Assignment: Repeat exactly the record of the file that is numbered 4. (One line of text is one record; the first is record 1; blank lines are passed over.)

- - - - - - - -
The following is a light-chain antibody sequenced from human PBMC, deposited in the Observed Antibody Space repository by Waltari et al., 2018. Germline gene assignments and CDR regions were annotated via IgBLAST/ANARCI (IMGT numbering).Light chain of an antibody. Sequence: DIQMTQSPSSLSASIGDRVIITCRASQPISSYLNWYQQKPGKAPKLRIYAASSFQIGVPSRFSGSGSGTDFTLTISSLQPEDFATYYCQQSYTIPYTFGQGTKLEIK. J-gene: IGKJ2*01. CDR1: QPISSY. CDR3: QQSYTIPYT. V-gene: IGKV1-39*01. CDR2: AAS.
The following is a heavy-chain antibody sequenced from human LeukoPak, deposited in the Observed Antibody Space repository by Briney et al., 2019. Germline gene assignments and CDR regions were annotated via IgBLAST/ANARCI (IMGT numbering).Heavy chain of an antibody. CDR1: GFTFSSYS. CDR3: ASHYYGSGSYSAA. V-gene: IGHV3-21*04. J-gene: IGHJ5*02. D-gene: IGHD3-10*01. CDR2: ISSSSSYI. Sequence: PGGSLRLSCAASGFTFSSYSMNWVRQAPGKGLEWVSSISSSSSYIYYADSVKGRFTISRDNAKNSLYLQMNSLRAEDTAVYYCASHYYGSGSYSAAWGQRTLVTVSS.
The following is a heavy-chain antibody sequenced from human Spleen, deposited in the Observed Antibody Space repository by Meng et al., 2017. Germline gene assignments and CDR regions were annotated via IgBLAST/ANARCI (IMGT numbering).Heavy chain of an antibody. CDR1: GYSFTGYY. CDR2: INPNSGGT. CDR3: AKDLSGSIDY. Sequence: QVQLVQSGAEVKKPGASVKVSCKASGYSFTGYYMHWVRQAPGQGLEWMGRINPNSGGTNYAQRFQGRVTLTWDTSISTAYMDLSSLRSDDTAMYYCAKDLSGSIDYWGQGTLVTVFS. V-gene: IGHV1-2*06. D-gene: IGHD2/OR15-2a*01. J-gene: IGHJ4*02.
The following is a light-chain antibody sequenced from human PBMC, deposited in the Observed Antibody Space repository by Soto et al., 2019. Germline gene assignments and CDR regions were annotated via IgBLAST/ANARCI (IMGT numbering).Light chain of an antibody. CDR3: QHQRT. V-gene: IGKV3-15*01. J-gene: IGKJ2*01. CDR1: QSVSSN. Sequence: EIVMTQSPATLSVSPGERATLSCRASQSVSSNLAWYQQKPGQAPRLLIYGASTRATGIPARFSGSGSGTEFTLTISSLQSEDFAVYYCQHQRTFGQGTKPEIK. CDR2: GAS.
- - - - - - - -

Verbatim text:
The following is a light-chain antibody sequenced from human PBMC, deposited in the Observed Antibody Space repository by Soto et al., 2019. Germline gene assignments and CDR regions were annotated via IgBLAST/ANARCI (IMGT numbering).Light chain of an antibody. CDR3: QHQRT. V-gene: IGKV3-15*01. J-gene: IGKJ2*01. CDR1: QSVSSN. Sequence: EIVMTQSPATLSVSPGERATLSCRASQSVSSNLAWYQQKPGQAPRLLIYGASTRATGIPARFSGSGSGTEFTLTISSLQSEDFAVYYCQHQRTFGQGTKPEIK. CDR2: GAS.